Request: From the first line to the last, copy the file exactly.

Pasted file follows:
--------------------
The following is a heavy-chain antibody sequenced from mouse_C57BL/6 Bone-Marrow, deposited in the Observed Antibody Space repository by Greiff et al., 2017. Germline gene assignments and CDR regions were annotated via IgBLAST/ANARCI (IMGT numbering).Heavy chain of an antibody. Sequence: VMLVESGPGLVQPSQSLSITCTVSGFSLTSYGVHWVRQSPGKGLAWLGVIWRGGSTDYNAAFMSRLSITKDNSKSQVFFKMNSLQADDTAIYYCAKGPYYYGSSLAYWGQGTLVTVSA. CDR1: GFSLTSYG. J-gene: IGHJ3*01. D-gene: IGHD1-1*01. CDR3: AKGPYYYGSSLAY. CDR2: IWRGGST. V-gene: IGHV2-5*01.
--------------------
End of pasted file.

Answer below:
The following is a heavy-chain antibody sequenced from mouse_C57BL/6 Bone-Marrow, deposited in the Observed Antibody Space repository by Greiff et al., 2017. Germline gene assignments and CDR regions were annotated via IgBLAST/ANARCI (IMGT numbering).Heavy chain of an antibody. Sequence: VMLVESGPGLVQPSQSLSITCTVSGFSLTSYGVHWVRQSPGKGLAWLGVIWRGGSTDYNAAFMSRLSITKDNSKSQVFFKMNSLQADDTAIYYCAKGPYYYGSSLAYWGQGTLVTVSA. CDR1: GFSLTSYG. J-gene: IGHJ3*01. D-gene: IGHD1-1*01. CDR3: AKGPYYYGSSLAY. CDR2: IWRGGST. V-gene: IGHV2-5*01.